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African, Chinese Leaders Urge New Investment Ties at Beijing Summit


Some 40 African heads of state are gathering in Beijing for a summit with Chinese leaders that many hope will mark a new phase in relations. African leaders are hoping to see increased trade and investment, while experts say China is seeking new sources of raw materials.

African and Chinese leaders say the summit will commemorate 50 years of diplomatic ties that began when China recognized Egypt in 1956. But they also say it will launch a new era aimed at boosting trade and phasing out what historically was a donor-recipient relationship.

The Director of the Center for Chinese Studies at South Africa's Stellenbosch University, Martin Davies, says South Africa increasingly sees such meetings as commercial vehicles.

"We are looking to extend market access to our South African corporates, increasingly trying to negotiate a better commercial deal for both South Africa and the region," he said.

Trade between China and Africa's 53 nations grew ten-fold in the past 10 years and is expected to reach $50 billion this year.

Experts say a major force has been China's need for raw materials to fuel its booming economy.

In recent years China has become the world's second largest importer of petroleum, the world's largest consumer of iron ore and a major consumer of other commodities like copper, platinum and timber.

In recent years it has financed numerous ventures in Africa: for oil in Nigeria, Angola and Sudan, copper in Zambia, iron ore in South Africa and timber in Cameroon and Congo.

A regional trade analyst with the South African Institute of International Affairs, Ross Herbert, says this is part of a new Chinese opening to the world community.

"It is part of China's return to the global stage and part of trying to establish itself rather than in the '70s and previously of them being isolated and relatively unconcerned with other parts of the world," he explained.

Davies says China is also trying to forge trade deals outside the traditional international markets.

"China seeks to remove itself from international commodity market pricing, from the London Metals Exchange, from international energy markets, and will not pay so-called market prices, but would rather negotiate prices with governments on our continent," he noted.

He says Beijing seeks to negotiate long-term contracts at fixed rates in exchange for investment in complementary industries.

For example, China has invested $3 billion in an iron ore mine in Gabon that includes not only the mine, but also a railway and a deep-water port to export the ore to China.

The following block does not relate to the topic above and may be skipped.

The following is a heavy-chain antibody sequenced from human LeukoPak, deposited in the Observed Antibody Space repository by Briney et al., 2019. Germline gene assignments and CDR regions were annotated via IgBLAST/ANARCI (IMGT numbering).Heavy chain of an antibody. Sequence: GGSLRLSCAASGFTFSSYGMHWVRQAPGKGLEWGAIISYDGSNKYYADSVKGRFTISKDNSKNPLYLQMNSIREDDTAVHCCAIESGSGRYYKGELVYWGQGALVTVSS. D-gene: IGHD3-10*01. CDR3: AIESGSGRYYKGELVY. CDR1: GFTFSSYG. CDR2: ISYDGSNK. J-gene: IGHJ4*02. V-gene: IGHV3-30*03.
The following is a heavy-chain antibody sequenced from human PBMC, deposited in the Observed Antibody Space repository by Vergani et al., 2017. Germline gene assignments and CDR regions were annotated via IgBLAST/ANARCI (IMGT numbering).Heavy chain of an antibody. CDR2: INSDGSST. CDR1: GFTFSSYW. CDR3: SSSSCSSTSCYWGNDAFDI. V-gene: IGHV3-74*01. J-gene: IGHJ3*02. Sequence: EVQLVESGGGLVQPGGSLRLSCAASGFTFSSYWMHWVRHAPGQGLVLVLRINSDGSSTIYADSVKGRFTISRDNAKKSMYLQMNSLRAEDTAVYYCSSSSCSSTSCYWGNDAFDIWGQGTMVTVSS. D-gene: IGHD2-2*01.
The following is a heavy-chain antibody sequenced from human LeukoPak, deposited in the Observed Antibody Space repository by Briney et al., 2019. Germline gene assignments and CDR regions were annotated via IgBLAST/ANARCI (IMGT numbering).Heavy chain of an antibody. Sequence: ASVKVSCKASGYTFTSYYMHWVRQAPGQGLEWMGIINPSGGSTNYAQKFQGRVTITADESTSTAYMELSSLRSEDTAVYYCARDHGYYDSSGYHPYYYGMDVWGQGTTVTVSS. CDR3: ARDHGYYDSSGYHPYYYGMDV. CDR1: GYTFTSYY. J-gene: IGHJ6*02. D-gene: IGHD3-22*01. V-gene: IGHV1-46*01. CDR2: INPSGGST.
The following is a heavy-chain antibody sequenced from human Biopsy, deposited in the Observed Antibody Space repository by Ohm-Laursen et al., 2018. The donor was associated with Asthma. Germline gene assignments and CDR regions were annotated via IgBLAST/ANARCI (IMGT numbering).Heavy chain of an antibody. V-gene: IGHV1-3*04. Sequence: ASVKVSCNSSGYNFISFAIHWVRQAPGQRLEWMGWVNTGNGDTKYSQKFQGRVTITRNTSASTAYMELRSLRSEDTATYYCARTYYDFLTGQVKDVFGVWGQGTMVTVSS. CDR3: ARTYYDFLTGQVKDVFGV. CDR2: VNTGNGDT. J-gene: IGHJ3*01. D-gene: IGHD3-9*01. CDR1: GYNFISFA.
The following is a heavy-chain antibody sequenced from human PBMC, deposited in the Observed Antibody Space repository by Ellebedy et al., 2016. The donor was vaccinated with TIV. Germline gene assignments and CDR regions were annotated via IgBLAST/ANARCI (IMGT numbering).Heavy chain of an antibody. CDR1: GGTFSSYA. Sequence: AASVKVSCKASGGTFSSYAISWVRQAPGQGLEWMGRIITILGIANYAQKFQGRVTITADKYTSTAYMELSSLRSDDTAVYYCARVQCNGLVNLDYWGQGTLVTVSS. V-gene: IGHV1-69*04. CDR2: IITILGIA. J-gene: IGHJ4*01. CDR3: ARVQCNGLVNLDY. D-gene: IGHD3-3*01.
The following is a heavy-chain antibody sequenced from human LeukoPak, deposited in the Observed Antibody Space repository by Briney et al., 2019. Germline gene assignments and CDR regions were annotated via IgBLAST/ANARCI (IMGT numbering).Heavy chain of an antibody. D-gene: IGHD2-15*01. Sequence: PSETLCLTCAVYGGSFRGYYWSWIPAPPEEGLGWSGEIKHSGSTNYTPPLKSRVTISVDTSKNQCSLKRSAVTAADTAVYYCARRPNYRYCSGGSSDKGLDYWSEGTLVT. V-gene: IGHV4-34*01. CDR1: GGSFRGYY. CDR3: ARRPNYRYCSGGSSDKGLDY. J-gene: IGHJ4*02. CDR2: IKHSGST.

On the down side, Africa experts say Beijing is also looking to expand markets for its exports. This could threaten local African industries, such as textiles and manufactured goods, which are less efficient than China's.

The Charge d'Affaires of the Chinese Embassy in Pretoria, Zhou Yuxiao says his government is trying to address this issue.

"In the future, maybe China needs to export high-tech intensive or invest in [technology] intensive products and leave the market of less intensive ones to countries that are poorer than China," he said.

Critics also accuse the Chinese government of selling arms to authoritarian regimes in Africa.

The Chinese government rejects the charge noting that they sell far fewer arms to African governments than many western countries. China says its arms sales are not large enough to destabilize the region.

Davies of the Center for Chinese Studies says China is also willing to invest in projects that are deemed too risky by western and multinational companies. He says as a result Africans are encouraged by China's confidence in them.

"This new-found confidence is changing risk models and engaging the continent and certainly should be welcomed," he added. "We cannot afford to turn our backs against a very confident investor and commercial engager of our countries in the region."

Herbert of the South African Institute of International Affairs says African governments should also show self-confidence in their dealings with China.

"Africa should ask more," he said. "They should sense that China needs these things and they are fairly eager and so now is the time for Africa to say if were going to sell you this mine we want you to build a road to it or build schools around it or build a hospital. Do not just sell off your assets cheaply."

But he says another impediment to foreign investment is mismanagement and poor governance. He says it is vital that African governments re-invest the benefits from foreign ventures in order to foster new economic growth that does not depend on China or any other foreign investor.

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